COLUMN: Single regional force would take a toll here

One issue now being raised by some in the wake of the 2011 Stanley Cup riot is regional policing.

This idea, if it came to fruition, would do a grave disservice to Surrey and other South Fraser communities. It should not get to first base with either local or provincial decision-makers.

On the night of the Vancouver riots, Surrey RCMP and several other detachments co-operated to ensure that there was sufficient police presence at 72 Avenue and Scott Road, which has been a gathering place for hockey fans throughout the playoffs. There was no trouble.

Police were also present at the community celebration at Central City. Again, there was no trouble.

Many of the police who were on duty in Surrey were called to Vancouver, when it became clear that there were big problems downtown, with arson, vandalism, looting and many other problems.

In the wake of the riot, Angus Reid Public Opinion conducted an online survey to see if there was more support for a regional police force. Not surprisingly, there was. Three-in-five respondents favour an amalgamation of the RCMP and various city police forces that serve the Lower Mainland. Most municipalities have ether an RCMP detachment or their own force, with a few RCMP detachments such as Coquitlam, Langley and North Vancouver serving more than one municipality.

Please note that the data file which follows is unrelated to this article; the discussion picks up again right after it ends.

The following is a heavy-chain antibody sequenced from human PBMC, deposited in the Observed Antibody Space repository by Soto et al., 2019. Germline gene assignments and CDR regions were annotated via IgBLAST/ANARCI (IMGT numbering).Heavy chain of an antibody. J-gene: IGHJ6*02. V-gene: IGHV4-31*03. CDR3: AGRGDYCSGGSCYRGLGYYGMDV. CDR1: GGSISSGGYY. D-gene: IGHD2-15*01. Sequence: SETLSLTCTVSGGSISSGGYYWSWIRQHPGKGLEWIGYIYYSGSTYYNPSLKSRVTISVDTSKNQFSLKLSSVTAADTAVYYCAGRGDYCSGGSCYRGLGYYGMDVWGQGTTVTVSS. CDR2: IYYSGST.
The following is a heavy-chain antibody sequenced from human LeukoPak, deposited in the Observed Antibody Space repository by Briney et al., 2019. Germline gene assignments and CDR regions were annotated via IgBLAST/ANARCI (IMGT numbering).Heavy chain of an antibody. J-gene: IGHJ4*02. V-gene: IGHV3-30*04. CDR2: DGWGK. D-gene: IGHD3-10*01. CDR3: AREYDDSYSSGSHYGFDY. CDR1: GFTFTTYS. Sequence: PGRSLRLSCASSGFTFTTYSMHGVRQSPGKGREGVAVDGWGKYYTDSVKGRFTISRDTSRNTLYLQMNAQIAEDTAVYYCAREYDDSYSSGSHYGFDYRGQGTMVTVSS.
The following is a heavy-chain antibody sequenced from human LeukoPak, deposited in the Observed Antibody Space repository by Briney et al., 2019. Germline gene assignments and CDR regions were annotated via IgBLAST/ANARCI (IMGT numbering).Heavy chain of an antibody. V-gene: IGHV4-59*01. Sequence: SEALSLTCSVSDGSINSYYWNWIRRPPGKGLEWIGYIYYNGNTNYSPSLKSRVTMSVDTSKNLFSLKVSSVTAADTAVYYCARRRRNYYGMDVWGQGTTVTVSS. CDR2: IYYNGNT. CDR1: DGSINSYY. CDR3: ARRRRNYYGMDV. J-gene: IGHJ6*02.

The big problem that would result from one regional force is that it would be far too concentrated in Vancouver. As the riot so clearly pointed out, many people from throughout the region congregate in Vancouver for various events. However, it is important to point out that they are specifically invited there by the City of Vancouver.

The city was proud of how many people it was attracting downtown with the hockey games on big screens and street closures. Until Game 7, there were very few problems.

The city also invites people to come to the annual fireworks displays each summer – and to many other events, such as parades, the PNE and other smaller gatherings. The Grey Cup game will be held in downtown Vancouver in November.

Surrey and other communities would get short shrift on many occasions, if there was regional policing. Officers on duty in Surrey would be told to go to Vancouver, and would be unable to answer calls here in a timely fashion.

We all know how well Surrey, Delta, Langley and White Rock have been served by a regional transit system. This area gets the short end of the stick. The exact same thing would happen if there was one regional police force, because its primary focus would be on the City of Vancouver.